Does My Teen Have Bipolar Disorder?

Since 2014, #World Bipolar Day (WBD) has been celebrated annually on March 30. WBD is a project of the International Society for Bipolar Disorders (ISBD) together with the Asian Network of Bipolar Disorder (ANBD) and the International Bipolar Foundation (IBPF). WBD was set up to make people aware of bipolar disorders and to combat the social stigma related to them.

Why was March 30th Chosen for WBD?

The choice of the March 30th date has some interesting history behind it. March 30th was the artist Vincent Van Gogh’s birthday. It is thought that Van Gogh may have been suffering from bipolar disorder. No one knows for sure whether Van Gogh cut off his ear because of bipolar disorder or because of some other reason. This Artnet News article provides some fascinating speculation on this subject.

What is Bipolar Disorder?

Bipolar disorder (or manic-depressive illness) is a mental condition that presents significant challenges to teen sufferers, their family members, communities, and healthcare professionals. The understanding that bipolar disorder is a medical condition is growing, but, unfortunately, stigma relating to bipolar disorder remains a barrier to proper treatment in many parts of the world.

What are the Symptoms of Bipolar Disorder?

Teens with bipolar disorder experience unusually intense emotional swings (known as mood episodes). These mood episodes can be accompanied by extreme changes in sleep patterns and activity levels, and difficulty in carrying out day-to-day tasks. Moods run the gamut between periods of extremely “up” (elated and energized) behavior, called manic episodes, and extremely “down” (sad or hopeless) periods, called depressive episodes.

Bipolar Disorder Symptoms are not Normal

These mood and behavioral changes are different than the typical “highs” and “lows” that all teens and young adults experience. Bipolar disorder feels like being on a roller coaster that the sufferer didn’t sign up to ride. There are several levels of bipolar disorder depending on the severity of the symptoms. Click here to read about the different types of bipolar disorder.

How Common is Bipolar Disorder Among Teens and Adolescents?

A fair amount of evidence indicates that bipolar disorder tends to appear in adolescence or early adulthood. The National Comorbidity Survey shows that the rate of bipolar disorder from the age of fifteen and up is in the range of 3.1-7.0 percent. Most college students enter college in their late teens and many find college to be a stressful time. Stress related to being in college can contribute to a variety of mental health issues and disorders being expressed and experienced, including bipolar disorder. Approximately 3.2 percent of college students have symptoms of bipolar disorder.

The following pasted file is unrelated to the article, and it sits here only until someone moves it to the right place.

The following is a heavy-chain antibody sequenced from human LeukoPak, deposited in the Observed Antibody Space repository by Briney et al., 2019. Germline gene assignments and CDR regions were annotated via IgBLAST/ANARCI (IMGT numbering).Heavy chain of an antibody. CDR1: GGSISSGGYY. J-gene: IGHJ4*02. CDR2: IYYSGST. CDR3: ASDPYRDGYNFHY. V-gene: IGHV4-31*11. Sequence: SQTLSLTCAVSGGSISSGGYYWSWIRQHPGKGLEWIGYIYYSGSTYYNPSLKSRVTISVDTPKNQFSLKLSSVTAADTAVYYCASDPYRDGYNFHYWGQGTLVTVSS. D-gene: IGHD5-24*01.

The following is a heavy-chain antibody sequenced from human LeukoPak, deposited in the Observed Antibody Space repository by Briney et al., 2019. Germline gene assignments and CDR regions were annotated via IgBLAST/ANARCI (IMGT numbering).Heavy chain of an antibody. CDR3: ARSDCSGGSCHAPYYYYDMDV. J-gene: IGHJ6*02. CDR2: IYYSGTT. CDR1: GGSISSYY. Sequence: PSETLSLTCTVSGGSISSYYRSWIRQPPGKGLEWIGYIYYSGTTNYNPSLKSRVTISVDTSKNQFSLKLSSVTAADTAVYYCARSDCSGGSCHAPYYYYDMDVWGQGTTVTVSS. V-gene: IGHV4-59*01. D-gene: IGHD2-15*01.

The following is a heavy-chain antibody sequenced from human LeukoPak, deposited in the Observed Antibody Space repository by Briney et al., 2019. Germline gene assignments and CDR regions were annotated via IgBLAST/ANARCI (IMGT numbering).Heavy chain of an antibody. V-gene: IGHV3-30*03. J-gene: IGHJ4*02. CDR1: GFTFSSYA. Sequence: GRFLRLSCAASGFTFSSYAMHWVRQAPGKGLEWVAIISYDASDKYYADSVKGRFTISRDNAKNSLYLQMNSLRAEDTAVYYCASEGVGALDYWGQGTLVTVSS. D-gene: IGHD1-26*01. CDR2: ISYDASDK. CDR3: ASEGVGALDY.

Where Can I Find Help for a College Student?

If you have a college-age young adult, you may want to acquaint yourself with this National Institutes of Health (NIH) report on the range of disorders that can affect students. The Substance Abuse and Mental Health Services Administration (SAMHSA) provides a list of organizations that have been set up to assist young adults with a variety of mental disorders.

What Causes Bipolar Disorder?

Researchers believe that bipolar disorder occurs because of a combination of different factors – genetics (bipolar disorder often runs in families), chemical or other changes in the brain, environmental factors, and traumatic experiences.

How is Bipolar Disorder Treated?

Fortunately, bipolar disorder can be effectively managed in several ways. Treatment may include psychotherapy and/or medication. Support from a teen’s family or friends is very beneficial. Good self-care is also important – a healthy diet, exercise, sleep, and abstinence from illicit drugs.

Medications

Medications can help manage the symptoms of bipolar disorder. An individual approach is essential to find the best medication and dosage for the affected person. Most teens and young adults with bipolar disorder will need to stay on medication to prevent relapses. Medications treat the symptoms of bipolar disorder, but the sufferer will also need support to build the skills necessary to live as close to a normal life as possible.

Therapy

Various kinds of therapy will most likely be advised, alone or in combination with medication. Therapy types include behavioral, cognitive, and dialectical behavioral therapy (DBT). Therapy helps the patient to understand, identify, and choose appropriate behaviors in situations where manic or depressive episodes are likely to be triggered. Lifestyle modifications, such as sticking to a sleep schedule or reducing caffeine/energy drinks, can also support the treatment process.

Place Your Teen Under Professional Care

If you are concerned that your teen may have Bipolar Disorder, it is important to have an evaluation done by a Psychiatric provider. The good news is that the emotions and behaviors connected with Bipolar are symptoms of a treatable disorder. Teens and young adults are resilient and can learn to manage their symptoms, and lead productive and meaningful lives. At Doorways, we are trained to recognize and treat bipolar disorder, so set up an appointment with us today.